Difficult and challenging times for the High Street do not even touch the surface! What we should ask is what’s next for our dying High Streets?  
Walking down the main streets of a couple of cities recently, I observed the same thing in common. The once bustling pavements, which were packed with busy customers, are now literally just an empty channel with the means of getting from A to B.

Pedestrians dodge lamp posts and give full rubbish bins a wide berth whilst staring at their screens. How do we raise the gaze from the screen back to the shop window?  

What’s next for our dying High Streets?

It’s a pretty sad sight to see property after property closed or so run down that they are no longer inviting enough to step into.

But there’s no news here…

“What’s next for the High Street? Blah, blah, blah!”

We’ve been talking about this for ages and unfortunately, the High Street was already on life support pre-COVID.  

But my thoughts really do move to what’s next – what does tomorrow look like? Where does the High Street go next? 

High Street killers 

The High Street has suffered a long, slow demise and whilst we can blame online shopping and mobile technology, the final nail in the coffin was the pandemic.

Now, with rising inflation rates, the economy is just not in a good place to support a post-pandemic revival. According to the British Chamber of Commerce we are heading into a recession by the end of 2022.

Energy prices, business rates and insurance premiums are soaring. Pile on top of that the increasing costs of raw materials, imported goods and services and supply chain issues – it’s a bleak outlook.  

A shop window is white-washed (an opaque white substance smeared on the glass) to obscure the view inside. The words 'Closed Down' are finger painted on the wash.

Finding the right people is a challenge too. You need good quality, trustworthy staff to work in the store, who are flexible enough to work the hours you want. Not to mention the good tradesmen you need to refurbish or spruce up a rundown establishment – they just aren’t available.  


Then there’s the major problem of customer apathy. People don’t want to make a trip to their local ghost town to visit the one remaining store that hasn’t closed yet.

Why should they spend the money on petrol and parking, especially while fuel remains expensive? Why step outside of the home when you can do it all online from the comfort of your sofa?  

A lady is lying, relaxed on the sofa with a laptop resting on her legs. She has headphones on and holding her arms behind her head whilst smiling.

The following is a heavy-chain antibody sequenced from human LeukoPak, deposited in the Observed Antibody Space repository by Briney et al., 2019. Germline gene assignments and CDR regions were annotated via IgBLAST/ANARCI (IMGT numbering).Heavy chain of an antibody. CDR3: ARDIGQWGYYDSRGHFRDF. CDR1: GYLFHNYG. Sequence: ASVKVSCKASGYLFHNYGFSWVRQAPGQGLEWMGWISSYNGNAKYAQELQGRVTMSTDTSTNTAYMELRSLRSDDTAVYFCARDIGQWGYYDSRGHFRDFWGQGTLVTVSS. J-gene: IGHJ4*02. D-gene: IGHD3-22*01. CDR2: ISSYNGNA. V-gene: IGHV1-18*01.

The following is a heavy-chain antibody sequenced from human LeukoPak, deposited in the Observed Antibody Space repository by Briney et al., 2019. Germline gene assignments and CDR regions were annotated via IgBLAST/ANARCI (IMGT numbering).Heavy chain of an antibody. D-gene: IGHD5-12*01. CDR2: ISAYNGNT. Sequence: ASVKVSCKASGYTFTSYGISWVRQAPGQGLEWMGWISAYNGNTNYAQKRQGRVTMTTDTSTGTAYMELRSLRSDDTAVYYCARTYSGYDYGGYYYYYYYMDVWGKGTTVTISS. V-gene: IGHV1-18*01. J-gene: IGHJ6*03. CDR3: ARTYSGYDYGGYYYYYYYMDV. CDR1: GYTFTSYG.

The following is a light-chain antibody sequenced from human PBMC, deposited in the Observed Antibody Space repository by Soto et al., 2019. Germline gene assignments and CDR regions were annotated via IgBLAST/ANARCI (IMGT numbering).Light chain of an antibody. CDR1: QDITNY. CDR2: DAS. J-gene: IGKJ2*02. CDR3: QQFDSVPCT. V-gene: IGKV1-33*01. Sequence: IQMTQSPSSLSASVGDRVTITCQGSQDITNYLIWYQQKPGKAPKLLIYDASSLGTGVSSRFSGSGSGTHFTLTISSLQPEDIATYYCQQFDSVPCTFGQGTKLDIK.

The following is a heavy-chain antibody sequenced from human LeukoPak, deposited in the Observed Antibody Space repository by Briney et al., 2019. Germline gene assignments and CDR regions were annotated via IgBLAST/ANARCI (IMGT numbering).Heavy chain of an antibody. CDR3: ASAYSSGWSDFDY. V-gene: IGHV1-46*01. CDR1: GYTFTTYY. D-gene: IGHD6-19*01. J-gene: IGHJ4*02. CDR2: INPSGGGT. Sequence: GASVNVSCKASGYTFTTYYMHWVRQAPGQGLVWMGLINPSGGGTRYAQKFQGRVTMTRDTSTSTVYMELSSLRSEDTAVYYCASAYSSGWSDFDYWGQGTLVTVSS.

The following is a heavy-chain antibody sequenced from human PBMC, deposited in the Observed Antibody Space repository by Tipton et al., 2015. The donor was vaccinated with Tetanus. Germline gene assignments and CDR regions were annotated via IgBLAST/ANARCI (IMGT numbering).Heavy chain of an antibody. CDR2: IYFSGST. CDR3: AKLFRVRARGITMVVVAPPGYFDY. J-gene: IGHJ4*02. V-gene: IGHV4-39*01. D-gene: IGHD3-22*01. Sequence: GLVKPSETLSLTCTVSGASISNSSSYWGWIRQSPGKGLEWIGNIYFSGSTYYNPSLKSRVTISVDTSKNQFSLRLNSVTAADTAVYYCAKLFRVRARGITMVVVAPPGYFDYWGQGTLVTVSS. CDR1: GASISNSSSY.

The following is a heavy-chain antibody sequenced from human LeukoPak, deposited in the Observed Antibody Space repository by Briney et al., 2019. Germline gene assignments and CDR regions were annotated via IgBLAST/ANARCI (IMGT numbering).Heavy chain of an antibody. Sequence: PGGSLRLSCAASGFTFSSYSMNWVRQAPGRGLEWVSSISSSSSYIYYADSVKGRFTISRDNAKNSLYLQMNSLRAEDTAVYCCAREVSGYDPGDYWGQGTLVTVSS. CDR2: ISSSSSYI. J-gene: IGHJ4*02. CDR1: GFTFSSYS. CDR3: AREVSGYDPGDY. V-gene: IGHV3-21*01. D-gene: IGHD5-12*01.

Face to face

Our dying High Streets need a reason for people to come back. They need to find a way to engage people and create that all-important footfall again. Improved public transport can play a role here but you need to provide a motive for people to use it.

Perhaps the focus should be on providing services that can’t be done online. Physical services and face-to-face transactions.

You can’t get a haircut online, unless it’s a virtual one in the metaverse, and frankly if you’re actually planning to step outside your front door what is the point in that?  

There is also a demographic out there that wants face-to-face because they struggle with shopping and banking online. These are the people who reject self-service machines and prefer to wait in line to be served by real people.

It’s often the social aspect – talking to a real person in a shop may be the only communication an older adult has all day. These social interactions support their desire for independence and help to keep them active. Shopping is not viewed as a chore or inconvenience but an enjoyable social experience.  

The 2019 National Travel Survey reported that in England 32% of all trips by people aged 60+ were for shopping, which was more than double the second purpose of travel category (personal business at 14%).

Show me the money

Then there are people who are very much pro using cash.  Not everyone wants to use cards – some people still want to only handle cash because they can feel it and smell it. 

A £5 British Pound bank note rolled up.

The cost-of-living crisis is starting to bite and people are prioritising what they spend money on. For some people using cash versus credit helps them to budget.  If they haven’t physically got it in their hands, then they can’t spend it. Credit can be dangerous in the wrong hands and create unmanageable debt at the flick of a wrist or a casual swipe. 

New thinking

Proving the point that cash is still relevant is the successful pilot of BankHUB. These new centres provide Post Office services and banking transactions from four of the major banks, in small, rural towns that no longer have any bank presence or ATMs available.

Set up by the Access to Cash Action Group and Link, the ATM network, their primary aim is to ensure financial inclusion and keep cash flowing in the community.